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Soil ingestion by ungulates grazing a sagebrush-bunchgrass range in Eastern Oregon

Sneva, Forrest A. and Mayland, H.F. and Vavra, M. (1983) Soil ingestion by ungulates grazing a sagebrush-bunchgrass range in Eastern Oregon. Oregon Agricultural Experiment Station Special Report No. 682. Oregon State University, Corvallis. 48 pp.


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Ingested soil by the grazing animal not only contributes to the wear of the animal's teeth, but may also be a source of dietary minerals. Thus, an estimate of soil intake is a necessary factor in the determination of the amount of minerals entering the animal via the soil. Titanium (Ti), a rare earth element, is relatively abundant in soils, but is found only in small quantities (1 part per million) in plants not contaminated with soil (Healy, 1968). Thus, its presence in the feces of grazing animals is a reflection of: (1) eating soil-contaminated forage; (2) ingesting soil directly; (3) drinking soil-contaminated water. Mayland et al. (1975) investigated the Ti method in Idaho and found it useful for estimating soil ingestion by cattle grazing a semiarid range. Recently, Mayland and Sneva (in press) discuss the Ti method's usefulness to range investigations. This paper presents Ti values determined in the soil and in feces of five ungulates grazing a sagebrush-bunchgrass range over a two-year period. From those findings the annual mean soil intake per ungulate was estimated and discussed relative to the variability in the data.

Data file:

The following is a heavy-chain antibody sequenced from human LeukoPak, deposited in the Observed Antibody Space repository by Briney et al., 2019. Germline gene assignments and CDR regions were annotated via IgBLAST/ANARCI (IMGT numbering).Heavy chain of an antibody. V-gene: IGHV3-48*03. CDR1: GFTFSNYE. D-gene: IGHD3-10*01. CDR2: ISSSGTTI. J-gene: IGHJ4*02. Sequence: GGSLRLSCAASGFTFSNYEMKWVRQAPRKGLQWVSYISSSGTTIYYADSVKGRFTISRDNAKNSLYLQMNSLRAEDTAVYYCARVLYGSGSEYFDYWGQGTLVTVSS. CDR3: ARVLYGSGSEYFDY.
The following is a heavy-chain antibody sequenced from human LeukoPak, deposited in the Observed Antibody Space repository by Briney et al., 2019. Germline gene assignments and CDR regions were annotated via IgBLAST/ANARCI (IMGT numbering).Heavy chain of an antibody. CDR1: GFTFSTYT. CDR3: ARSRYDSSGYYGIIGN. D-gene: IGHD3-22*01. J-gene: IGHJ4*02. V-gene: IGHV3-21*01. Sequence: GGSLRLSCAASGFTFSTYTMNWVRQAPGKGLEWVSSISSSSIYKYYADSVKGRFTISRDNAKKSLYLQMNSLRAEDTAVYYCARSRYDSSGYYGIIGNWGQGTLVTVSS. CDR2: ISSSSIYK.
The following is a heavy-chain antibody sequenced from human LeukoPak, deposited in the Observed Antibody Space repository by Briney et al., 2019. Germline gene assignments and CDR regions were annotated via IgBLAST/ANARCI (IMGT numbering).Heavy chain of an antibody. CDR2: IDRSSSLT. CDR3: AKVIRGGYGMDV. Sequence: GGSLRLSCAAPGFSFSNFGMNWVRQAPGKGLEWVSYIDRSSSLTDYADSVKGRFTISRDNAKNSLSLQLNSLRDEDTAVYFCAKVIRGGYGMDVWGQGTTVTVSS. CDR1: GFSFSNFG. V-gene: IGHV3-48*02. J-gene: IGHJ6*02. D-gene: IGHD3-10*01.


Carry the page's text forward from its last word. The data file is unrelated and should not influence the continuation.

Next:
Item Type: Technical Bulletin
NWISRL Publication Number: 0663
Subjects: Irrigated crops > Grass forage
Mass Import - autoclassified (may be erroneous)
Depositing User: Dan Stieneke
Date Deposited: 20 Nov 2010 21:57
Last Modified: 31 Oct 2016 16:29
Item ID: 1122

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